Zechariah Often Gets A Bad Rap



The father of John the Baptist usually gets only snarky reviews because he dared to ask God for a sign besides hearing from the Archangel Gabriel standing right in front of him.

  1. He probably only got to offer incense in the Temple at evening prayer 1-3 times during his entire life because there were 8,000 priests in Israel at that time. So just being there was special and he was nervous.
  2. The angel appeared to the right of the Altar of Incense and terrified him. Angels are spirit only, but can appear in the form of mankind when necessary – usually a normal man, but something made Zechariah aware that he was more than a man. Hence, the terror.
  3. Gabriel said that his prayers for progeny will be answered, but after 35 years or so of praying, Zechariah could hardly believe his ears. No wonder he had a hard time accepting the good news.
  4. The promised son was ordered to be a Nazarite from birth (Numbers 6:1-21) or one who lives apart, as in holy or set apart to God. He would not be the usual son who would bring forth cherubic grandchildren to delight his father and mother.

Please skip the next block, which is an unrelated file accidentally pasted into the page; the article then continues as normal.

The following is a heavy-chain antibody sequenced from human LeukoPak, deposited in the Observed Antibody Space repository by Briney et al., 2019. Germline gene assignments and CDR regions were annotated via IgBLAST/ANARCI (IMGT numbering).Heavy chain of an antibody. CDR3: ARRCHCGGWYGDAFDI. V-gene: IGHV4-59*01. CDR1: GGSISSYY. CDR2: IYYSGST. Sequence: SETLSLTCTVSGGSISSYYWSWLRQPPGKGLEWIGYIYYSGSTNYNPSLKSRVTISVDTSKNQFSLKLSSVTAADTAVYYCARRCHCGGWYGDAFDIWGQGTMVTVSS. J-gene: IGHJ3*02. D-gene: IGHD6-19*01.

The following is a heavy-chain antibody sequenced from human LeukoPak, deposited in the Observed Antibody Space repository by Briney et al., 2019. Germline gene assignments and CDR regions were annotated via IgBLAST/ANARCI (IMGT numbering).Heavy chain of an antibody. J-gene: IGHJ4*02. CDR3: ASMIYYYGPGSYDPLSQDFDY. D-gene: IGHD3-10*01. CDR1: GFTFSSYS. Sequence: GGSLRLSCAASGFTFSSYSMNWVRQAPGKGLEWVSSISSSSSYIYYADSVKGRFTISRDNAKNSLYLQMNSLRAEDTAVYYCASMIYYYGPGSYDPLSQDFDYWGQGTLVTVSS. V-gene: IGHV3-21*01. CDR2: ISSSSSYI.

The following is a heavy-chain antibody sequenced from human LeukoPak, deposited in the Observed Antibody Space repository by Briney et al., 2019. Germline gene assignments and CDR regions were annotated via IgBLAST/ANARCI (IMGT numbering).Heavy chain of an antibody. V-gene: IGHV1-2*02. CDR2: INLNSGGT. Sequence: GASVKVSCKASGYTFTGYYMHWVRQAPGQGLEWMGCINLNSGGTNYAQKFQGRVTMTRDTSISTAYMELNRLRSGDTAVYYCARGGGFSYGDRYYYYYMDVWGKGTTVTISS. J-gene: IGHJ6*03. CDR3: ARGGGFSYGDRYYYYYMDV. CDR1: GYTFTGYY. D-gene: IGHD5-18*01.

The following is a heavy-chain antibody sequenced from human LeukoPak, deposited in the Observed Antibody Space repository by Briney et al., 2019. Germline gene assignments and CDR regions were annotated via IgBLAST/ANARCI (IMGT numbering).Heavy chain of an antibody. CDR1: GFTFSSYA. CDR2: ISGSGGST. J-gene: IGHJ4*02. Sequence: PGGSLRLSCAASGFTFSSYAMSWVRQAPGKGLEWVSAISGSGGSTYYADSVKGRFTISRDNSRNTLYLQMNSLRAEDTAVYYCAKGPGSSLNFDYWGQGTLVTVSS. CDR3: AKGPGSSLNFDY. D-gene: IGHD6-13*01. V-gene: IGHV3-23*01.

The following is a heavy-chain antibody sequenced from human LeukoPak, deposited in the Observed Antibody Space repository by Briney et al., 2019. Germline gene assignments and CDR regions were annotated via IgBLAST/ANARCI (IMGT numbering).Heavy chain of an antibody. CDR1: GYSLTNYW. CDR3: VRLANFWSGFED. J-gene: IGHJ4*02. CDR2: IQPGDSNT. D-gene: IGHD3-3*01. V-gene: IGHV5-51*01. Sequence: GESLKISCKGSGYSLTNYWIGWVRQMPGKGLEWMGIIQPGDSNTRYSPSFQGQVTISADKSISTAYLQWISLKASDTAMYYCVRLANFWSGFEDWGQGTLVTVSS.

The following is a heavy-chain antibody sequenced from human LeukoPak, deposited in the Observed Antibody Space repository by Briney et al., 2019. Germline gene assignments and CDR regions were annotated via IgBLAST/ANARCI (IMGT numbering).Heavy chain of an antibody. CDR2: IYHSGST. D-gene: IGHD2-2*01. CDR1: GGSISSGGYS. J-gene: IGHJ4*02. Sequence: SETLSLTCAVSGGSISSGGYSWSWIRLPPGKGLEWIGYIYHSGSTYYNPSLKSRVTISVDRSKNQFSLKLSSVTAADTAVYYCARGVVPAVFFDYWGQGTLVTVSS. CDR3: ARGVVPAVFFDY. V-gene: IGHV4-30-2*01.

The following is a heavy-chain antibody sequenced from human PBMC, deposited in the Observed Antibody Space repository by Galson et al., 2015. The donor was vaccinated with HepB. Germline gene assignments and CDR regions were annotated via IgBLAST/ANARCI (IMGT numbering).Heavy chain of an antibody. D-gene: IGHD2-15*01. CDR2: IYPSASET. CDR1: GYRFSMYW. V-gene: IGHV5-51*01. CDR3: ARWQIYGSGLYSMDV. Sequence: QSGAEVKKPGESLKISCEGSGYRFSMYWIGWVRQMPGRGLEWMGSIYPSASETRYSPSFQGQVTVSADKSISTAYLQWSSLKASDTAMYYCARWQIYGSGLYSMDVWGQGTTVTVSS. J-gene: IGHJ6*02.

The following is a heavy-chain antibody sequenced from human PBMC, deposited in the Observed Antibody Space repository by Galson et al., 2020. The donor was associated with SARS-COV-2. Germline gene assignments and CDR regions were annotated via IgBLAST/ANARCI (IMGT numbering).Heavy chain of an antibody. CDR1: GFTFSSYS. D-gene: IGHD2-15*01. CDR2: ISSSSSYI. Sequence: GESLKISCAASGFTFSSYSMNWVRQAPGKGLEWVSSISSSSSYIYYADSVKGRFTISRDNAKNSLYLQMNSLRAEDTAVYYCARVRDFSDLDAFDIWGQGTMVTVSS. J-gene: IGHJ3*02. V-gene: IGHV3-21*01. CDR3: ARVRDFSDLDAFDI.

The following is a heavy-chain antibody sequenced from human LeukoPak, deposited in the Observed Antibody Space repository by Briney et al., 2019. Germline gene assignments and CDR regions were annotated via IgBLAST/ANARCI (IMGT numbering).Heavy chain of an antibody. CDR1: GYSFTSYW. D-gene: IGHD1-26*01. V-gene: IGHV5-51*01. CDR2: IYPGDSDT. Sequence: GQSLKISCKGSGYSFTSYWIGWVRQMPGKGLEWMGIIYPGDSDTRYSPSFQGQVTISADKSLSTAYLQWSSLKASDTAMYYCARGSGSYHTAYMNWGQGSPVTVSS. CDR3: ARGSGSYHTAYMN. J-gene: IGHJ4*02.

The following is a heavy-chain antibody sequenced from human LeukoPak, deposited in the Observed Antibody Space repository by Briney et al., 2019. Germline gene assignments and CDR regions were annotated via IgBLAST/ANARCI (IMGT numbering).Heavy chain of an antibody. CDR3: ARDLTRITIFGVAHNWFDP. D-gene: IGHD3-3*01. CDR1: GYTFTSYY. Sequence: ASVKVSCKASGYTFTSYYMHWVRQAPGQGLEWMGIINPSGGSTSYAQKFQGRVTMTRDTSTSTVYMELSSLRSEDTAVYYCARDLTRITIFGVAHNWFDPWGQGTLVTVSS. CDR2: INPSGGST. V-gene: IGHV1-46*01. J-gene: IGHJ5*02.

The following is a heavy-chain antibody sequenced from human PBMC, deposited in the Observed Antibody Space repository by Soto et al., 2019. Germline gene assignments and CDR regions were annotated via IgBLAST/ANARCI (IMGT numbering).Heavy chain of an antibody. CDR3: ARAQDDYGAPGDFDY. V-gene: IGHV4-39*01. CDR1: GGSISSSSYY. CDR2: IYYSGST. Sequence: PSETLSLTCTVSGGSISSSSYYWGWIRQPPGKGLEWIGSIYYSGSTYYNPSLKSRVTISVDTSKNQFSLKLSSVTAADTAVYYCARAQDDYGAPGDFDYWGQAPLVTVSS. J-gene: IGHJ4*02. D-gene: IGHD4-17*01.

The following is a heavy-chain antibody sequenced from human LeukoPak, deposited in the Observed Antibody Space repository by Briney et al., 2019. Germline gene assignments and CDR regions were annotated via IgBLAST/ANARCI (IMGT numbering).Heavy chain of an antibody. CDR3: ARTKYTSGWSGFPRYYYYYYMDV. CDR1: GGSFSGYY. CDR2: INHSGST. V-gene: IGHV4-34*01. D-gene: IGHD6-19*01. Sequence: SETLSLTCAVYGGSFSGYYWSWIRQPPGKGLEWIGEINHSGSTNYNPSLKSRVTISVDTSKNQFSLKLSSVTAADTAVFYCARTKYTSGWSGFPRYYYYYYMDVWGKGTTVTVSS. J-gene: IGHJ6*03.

5. In contrast, the Virgin Mary was fifteen or so. It’s relatively easy to believe amazing things at 15. No wonder she was more interested in how things would happen rather than whether or not they would.

God’s “anger” lasts only for a moment and it is remedial, not punitive  –  more like a football coach than an angry tyrant. Hence, at the end of the corrective period, Zechariah composed the glorious canticle in Luke 1: 67-79 which the Church prays again every morning in morning prayer.

Blessed be the Lord, the God of Israel;
he has come to his people and set them free.

He has raised up for us a mighty savior,
born of the house of his servant David.

Through his holy prophets he promised of old
that he would save us from our enemies,
from the hands of all who hate us.

He promised to show mercy to our fathers
and to remember his holy covenant.

This was the oath he swore to our father Abraham:
to set us free from the hands of our enemies,
free to worship him without fear,
holy and righteous in his sight
all the days of our life.

You, my child, shall be called the prophet of the Most High;
for you will go before the Lord to prepare his way,
to give his people knowledge of salvation
by the forgiveness of their sins.

In the tender compassion of our God
the dawn from on high shall break upon us,
to shine on those who dwell in darkness and the shadow of death,
and to guide our feet into the way of peace.

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